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Can a rebuked China manage its anger?

Von David Ignatius


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Washington - China suffered a significant setback this month in its bid for dominance in the South China Sea, and its leaders are following a familiar script after such reversals: They're making angry statements but taking little action while they assess the situation.

The U.S. is playing a characteristic role in such a flare-up, too. Rather than crowing about victory, it's trying to talk the Chinese leadership off the ledge before it does something rash. The chief hand-holder in this case has been national security adviser Susan Rice, who said in a blog post Tuesday after a visit to Beijing that she had urged Chinese leaders "to manage our significant differences constructively."

"I reiterated that our overriding interest is the peaceful resolution of conflicts and sustaining the rules-based international order," Rice wrote. This rules-based order was precisely what Beijing had been challenging in its recent moves to seize territory in disputed waters.

The rebuke to China came in a July 12 ruling by the Permanent Court of Arbitration in The Hague that shredded China's territorial claims in the South China Sea. The case had been brought by the Philippines, and it challenged China's assertion of sovereignty within what Beijing calls the "nine-dash line." The panel held unanimously that "there was no legal basis" for these claims.

"The fact that it went against China was not a surprise, but the degree to which it went so comprehensively against them was," said Christopher Johnson, a leading China analyst with the Center for Strategic and International Studies in Washington.

Kurt Campbell, who was the State Department's top Asia expert in the Obama administration's first term, agreed that the arbitration ruling was "clear as a ringing bell." Although the Chinese had said beforehand that they would ignore the panel, and called the ruling "trash paper," the rejection was so sweeping that the Chinese seem to have paused. The Politburo is gathering for its August seaside retreat at Beidaihe, where the leadership will assess policy before taking new steps.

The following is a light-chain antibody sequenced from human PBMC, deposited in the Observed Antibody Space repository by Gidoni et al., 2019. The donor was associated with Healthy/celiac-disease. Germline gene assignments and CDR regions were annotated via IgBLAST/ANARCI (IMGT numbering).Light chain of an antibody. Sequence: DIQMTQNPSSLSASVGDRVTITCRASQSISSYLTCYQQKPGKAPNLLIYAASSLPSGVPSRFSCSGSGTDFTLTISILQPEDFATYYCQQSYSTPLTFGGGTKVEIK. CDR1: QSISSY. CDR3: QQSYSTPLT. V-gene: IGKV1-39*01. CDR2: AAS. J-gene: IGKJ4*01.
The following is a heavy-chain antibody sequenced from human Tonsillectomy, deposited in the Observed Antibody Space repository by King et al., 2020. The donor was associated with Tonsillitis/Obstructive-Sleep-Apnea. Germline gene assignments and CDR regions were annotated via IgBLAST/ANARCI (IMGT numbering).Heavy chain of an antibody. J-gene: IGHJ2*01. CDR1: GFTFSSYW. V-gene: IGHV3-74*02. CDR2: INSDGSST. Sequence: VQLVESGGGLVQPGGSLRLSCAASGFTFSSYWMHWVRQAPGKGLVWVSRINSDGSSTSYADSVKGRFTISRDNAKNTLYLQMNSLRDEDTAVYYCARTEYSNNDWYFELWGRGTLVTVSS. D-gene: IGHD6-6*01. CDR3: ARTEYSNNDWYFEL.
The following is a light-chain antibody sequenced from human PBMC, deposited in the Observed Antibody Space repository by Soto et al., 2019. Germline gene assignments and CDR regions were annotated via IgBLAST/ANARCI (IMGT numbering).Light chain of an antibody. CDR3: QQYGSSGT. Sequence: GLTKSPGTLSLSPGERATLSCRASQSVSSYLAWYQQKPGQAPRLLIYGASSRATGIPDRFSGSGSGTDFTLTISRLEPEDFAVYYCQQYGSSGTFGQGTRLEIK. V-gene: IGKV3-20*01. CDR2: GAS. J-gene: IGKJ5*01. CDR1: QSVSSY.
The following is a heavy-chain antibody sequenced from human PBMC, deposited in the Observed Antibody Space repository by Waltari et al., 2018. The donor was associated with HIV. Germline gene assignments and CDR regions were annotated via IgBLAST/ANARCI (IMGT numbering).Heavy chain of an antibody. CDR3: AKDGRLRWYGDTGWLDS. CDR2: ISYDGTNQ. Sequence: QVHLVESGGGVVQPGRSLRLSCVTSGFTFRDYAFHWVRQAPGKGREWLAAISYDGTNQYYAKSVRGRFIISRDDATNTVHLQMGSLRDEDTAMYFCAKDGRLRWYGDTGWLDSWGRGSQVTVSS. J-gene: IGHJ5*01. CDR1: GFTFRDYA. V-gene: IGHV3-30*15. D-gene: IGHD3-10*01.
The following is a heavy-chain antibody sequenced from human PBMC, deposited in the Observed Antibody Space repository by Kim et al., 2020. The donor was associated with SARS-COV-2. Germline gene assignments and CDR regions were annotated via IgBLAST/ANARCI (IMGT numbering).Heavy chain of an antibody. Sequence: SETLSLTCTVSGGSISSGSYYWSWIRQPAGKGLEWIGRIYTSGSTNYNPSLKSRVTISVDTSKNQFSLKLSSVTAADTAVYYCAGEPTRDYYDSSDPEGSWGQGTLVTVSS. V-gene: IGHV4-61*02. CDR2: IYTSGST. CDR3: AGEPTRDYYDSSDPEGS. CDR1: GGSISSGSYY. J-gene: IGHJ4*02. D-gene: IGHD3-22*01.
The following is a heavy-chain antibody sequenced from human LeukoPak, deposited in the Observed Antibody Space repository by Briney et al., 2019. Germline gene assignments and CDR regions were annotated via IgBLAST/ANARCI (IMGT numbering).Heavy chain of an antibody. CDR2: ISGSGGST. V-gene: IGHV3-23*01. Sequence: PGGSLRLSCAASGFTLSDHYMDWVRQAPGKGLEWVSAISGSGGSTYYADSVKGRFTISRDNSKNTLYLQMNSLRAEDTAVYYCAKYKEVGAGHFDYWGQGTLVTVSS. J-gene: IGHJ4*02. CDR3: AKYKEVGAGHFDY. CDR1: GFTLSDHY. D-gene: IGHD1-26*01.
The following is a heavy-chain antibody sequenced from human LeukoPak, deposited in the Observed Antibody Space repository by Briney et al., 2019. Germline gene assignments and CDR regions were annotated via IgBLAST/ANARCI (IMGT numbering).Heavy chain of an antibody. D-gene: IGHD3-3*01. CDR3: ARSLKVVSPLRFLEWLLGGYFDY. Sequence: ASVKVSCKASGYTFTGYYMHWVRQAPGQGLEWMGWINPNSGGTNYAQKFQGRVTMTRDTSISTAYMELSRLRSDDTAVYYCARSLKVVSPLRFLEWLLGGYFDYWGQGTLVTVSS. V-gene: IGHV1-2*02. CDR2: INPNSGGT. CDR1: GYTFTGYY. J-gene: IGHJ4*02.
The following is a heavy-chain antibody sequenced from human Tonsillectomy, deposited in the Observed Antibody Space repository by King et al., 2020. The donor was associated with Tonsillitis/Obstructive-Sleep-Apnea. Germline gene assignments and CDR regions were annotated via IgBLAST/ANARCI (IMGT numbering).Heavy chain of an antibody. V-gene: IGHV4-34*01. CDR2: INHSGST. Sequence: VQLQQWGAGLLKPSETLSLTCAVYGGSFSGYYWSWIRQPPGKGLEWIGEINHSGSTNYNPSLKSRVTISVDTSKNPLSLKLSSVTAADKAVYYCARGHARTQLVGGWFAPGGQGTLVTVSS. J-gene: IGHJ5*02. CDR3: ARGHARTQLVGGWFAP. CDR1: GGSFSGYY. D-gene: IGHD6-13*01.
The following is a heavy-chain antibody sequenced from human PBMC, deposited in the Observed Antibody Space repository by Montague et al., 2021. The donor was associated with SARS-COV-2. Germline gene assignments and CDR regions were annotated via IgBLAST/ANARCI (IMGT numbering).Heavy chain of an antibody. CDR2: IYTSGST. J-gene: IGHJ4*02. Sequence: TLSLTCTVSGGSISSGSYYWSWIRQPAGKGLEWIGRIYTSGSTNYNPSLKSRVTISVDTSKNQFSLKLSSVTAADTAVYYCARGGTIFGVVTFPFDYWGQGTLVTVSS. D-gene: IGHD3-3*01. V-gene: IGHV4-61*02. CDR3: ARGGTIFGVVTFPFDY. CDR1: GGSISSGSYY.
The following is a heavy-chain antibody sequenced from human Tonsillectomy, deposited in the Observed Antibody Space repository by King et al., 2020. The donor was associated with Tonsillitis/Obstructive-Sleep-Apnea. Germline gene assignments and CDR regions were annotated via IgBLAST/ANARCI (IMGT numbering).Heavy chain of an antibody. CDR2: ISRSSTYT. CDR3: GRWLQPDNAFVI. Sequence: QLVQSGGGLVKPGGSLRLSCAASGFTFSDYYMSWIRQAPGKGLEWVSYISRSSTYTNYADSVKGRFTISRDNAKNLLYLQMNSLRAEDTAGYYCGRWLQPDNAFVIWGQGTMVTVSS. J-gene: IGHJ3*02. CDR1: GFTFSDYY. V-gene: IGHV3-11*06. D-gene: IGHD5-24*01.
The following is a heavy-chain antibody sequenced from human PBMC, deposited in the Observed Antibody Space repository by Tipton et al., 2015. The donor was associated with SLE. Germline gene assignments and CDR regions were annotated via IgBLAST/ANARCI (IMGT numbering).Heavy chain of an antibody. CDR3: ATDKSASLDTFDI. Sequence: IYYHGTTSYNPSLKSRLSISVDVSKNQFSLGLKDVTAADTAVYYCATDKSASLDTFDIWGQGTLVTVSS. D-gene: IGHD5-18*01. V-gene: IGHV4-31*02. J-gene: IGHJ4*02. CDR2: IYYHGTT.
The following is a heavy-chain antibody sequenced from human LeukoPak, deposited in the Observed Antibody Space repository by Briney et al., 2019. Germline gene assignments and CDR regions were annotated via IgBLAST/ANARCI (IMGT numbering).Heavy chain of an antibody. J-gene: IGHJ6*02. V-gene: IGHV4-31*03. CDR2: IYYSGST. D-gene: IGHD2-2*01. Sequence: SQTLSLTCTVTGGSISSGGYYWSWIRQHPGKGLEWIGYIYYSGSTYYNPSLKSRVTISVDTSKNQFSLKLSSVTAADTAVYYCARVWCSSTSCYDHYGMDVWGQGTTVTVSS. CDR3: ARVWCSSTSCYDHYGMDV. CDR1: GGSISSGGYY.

The Chinese have refrained, at least initially, from one specific challenge of the ruling: U.S. officials had feared that if the Philippines case went against them, the Chinese would announce an "Air Defense Identification Zone," or ADIZ, for the South China Sea, to further assert their sovereignty. The U.S. is said to have warned that such a declaration would be sharply opposed by Washington.

So far, no ADIZ has been announced, but some U.S. analysts suspect this may partly reflect China's reluctance to make a decision about the scope of an ADIZ area. Claiming the entire territory within the nine-dash line as theirs would be provocative, but trimming back the sovereignty claim to something more manageable would be a loss of face. For now, it may be easier for Beijing to remain silent.

One success for China this month is that it convinced some of its Southeast Asian allies to block a resolution affirming the arbitration panel's ruling. Secretary of State John Kerry sought such a consensus at an ASEAN meeting in Laos Monday, but he came away empty-handed. Most Southeast Asian nations strongly oppose China's maritime expansion in the region, but allies such as Cambodia are said to have sided with China and blocked any official endorsement of the ruling.

A senior U.S. intelligence official offered this assessment recently: "The arbitration decision was, I think, huge. The news came, and [the Chinese] are doing their damnedest to get people not to say anything about it. But it's out there and there's nothing that they can do about that."

The deeper problem underlying the South China Sea dispute is the increasingly assertive nationalism of Chinese President Xi Jinping. But here, too, the Chinese appear to have taken a step back from the public anti-U.S. agitation that immediately followed the ruling. State-run media initially blamed the U.S., and there were scattered demonstrations in which Chinese protesters smashed iPhones and demonstrated at KFC franchises.

One leading China analyst notes that the media agitation has now eased, with some commentators even criticizing "irrational" anti-U.S. fervor. "That's a signal the Chinese want to cool things down - a good sign indicating that diplomacy is working behind the scenes," explains this analyst.

What a contrast there is between this delicate, real-life diplomacy and the blunderbuss approach advocated by Donald Trump and other critics of China. Despite Rice's calming visit, the Chinese leadership knows that its U.S. relationship is entering an interregnum - and Beijing can't predict what comes next.

(c) 2016, Washington Post Writers Group

David Ignatius was the executive editor of the "International Herald Tribune". His column also appears in the "Washington Post".